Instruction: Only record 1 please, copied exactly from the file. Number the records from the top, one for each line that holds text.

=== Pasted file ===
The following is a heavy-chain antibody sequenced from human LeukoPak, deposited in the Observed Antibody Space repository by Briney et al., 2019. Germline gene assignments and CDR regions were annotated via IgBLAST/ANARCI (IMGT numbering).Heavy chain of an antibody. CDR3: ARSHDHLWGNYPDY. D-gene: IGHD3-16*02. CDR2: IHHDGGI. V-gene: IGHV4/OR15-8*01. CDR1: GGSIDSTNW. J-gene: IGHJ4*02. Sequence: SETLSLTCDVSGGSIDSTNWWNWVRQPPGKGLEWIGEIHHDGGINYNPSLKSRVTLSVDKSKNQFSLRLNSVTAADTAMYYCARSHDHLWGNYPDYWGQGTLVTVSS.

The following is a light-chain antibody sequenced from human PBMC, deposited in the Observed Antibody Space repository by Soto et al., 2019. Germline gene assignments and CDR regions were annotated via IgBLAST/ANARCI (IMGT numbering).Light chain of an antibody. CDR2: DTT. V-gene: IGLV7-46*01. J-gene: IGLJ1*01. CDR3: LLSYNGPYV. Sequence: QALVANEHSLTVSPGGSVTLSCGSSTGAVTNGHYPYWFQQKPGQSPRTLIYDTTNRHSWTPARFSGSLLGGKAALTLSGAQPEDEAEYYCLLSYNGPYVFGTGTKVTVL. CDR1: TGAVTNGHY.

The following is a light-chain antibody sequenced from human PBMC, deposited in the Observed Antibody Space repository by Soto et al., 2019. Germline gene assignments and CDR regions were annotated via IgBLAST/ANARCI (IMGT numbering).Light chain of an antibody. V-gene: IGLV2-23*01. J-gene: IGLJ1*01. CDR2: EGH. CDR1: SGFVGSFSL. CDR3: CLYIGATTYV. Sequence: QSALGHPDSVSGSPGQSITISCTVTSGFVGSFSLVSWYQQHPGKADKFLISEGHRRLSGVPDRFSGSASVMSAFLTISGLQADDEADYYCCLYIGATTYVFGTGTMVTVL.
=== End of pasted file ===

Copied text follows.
The following is a heavy-chain antibody sequenced from human LeukoPak, deposited in the Observed Antibody Space repository by Briney et al., 2019. Germline gene assignments and CDR regions were annotated via IgBLAST/ANARCI (IMGT numbering).Heavy chain of an antibody. CDR3: ARSHDHLWGNYPDY. D-gene: IGHD3-16*02. CDR2: IHHDGGI. V-gene: IGHV4/OR15-8*01. CDR1: GGSIDSTNW. J-gene: IGHJ4*02. Sequence: SETLSLTCDVSGGSIDSTNWWNWVRQPPGKGLEWIGEIHHDGGINYNPSLKSRVTLSVDKSKNQFSLRLNSVTAADTAMYYCARSHDHLWGNYPDYWGQGTLVTVSS.